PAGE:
The world is shocked today as news reports have surfaced of at least ten women who have died and dozens who have been injured in a mass sterilization campaign in India.
Dozens of women are currently hospitalized , some in a critical condition, after a state-run program that paid women to undergo sterilizationswent awry. Sterilization is popular in India, where many families subsist on very meager incomes, because the government provides cash and other incentives to families in its attempt to curb the population.
The reports indicate at least 60 women fell ill after undergoing the surgery over the weekend in the central state of Chhattisgarh, and 10 have now died. Around 80 women had the procedure at the local government-run sterilization camp. The women suffered vomiting and a dramatic fall in blood pressure.
The Guardian newspaper has more on what’s happening:
“Reports of a drop in pulse, vomiting and other ailments started pouring in on Monday from the women who underwent surgery,” Sonmani Borah, the commissioner for Bilaspur district where the camp was held, told AFP news agency. “Since Monday eight women have died and 64 are in various hospitals.”
Four doctors have been suspended and police have registered a criminal complaint. Television footage showed women on stretchers being rushed into hospital with anxious relatives by their side.
Borah said authorities would investigate the incident, which took place at the government-run Nemi Chand hospital in the Pendari area of Bilaspur, 69 miles (110km) from state capital Raipur. The chief minister of Chhattisgarh, one of India’s poorest states, has ordered an investigation.
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Deaths due to sterilisation are not a new problem in India, where more than four million of the operations were performed in 2013-14, according to the government.
Between 2009 and 2012, the government paid compensation for 568 deaths resulting from sterilisation, the health ministry said in an answer to a parliamentary question two years ago.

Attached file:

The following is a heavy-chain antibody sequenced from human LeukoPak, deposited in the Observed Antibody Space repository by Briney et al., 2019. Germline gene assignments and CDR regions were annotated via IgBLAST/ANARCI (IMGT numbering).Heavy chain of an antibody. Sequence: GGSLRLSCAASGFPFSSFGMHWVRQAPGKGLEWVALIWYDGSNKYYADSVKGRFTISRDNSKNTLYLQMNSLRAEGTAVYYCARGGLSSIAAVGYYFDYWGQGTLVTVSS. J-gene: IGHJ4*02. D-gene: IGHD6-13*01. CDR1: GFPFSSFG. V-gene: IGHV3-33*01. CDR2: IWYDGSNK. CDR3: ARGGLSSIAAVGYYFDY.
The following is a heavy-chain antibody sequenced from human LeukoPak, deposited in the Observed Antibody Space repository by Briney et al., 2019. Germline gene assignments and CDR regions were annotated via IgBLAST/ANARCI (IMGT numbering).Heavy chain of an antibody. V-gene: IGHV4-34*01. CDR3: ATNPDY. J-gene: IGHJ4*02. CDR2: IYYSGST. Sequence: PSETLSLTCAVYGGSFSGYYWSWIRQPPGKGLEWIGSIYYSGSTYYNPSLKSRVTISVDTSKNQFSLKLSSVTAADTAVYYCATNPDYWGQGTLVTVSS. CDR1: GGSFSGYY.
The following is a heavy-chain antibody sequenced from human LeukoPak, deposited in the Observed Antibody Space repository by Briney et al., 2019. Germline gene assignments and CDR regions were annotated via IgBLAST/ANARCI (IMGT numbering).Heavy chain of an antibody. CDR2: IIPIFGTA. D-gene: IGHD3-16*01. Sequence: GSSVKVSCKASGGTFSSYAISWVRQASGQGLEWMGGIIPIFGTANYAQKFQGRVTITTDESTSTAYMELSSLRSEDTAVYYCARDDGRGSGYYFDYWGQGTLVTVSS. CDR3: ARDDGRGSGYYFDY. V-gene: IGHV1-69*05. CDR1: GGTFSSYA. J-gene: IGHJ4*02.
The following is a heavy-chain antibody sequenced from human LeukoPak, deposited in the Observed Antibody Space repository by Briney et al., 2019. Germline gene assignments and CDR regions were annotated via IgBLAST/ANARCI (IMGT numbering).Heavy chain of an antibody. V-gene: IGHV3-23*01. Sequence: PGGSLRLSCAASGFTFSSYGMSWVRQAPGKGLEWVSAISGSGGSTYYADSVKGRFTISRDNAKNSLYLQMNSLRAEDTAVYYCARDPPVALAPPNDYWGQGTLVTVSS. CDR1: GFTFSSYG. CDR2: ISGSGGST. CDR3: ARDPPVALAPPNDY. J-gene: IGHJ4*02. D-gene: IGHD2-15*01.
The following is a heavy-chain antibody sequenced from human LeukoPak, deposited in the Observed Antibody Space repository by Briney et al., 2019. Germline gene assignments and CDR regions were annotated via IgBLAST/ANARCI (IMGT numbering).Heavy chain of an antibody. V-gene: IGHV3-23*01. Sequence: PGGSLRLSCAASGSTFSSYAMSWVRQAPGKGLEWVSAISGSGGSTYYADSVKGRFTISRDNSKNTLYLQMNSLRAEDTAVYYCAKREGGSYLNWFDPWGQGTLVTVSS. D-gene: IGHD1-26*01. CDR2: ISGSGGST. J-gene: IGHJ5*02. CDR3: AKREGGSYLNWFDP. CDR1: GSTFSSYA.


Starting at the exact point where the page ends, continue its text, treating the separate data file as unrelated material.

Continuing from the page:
Steven Mosher of the Population Research Institute says sterilization campaigns are part of population control.
Governments in populous developing nations like India have long carried out crude and cruel campaigns that, for example, paid people to bring in women for sterilization. Now, however, they have signed onto sophisticated social marketing campaigns to “create demand” for the Western population control agenda, helping to underwrite anti-child advertisements in the mass media under the guise of promoting maternal health.
The governments partner with major population control players like Population Services International (PSI), International Planned Parenthood Federation, DKT International and others. Such groups come loaded with lots of foreign aid, prepared to sell the anti-child message, train the “providers” and regulate the resulting franchises.
PRI interviewed Pritpal Marjara, managing director of PSI-India, who proudly declared, “We create the demand and we also have the products to supply it,” He should know. He has 15 years of experience in the social marketing of anti-people products.
Washington, D.C.-based PSI is the acknowledged frontrunner in the movement to franchise population control. It was founded in 1970 by Philip D. Harvey who, aside from his population control efforts, also started one of the biggest erotica retailers in the world and is a leading producer of pornography. Today it has an annual budget of $683 million and is working to undermine fertility in nearly 70 countries.
It was PSI that established the first large-scale birth control franchise, launching Greenstar in Pakistan in 1991. In the years since, it has trained more than 24,000 “providers” who in turn operate some 7,000 clinics throughout the country. It offers condoms, IUDs, abortifacient emergency contraception, implants and sterilizations to low-income women, baiting them into the clinics by means of a “voucher scheme.”
Although Greenstar eschews mentioning abortion in connection with its operations in Muslim Pakistan, PSI openly provides abortions in neighboring India.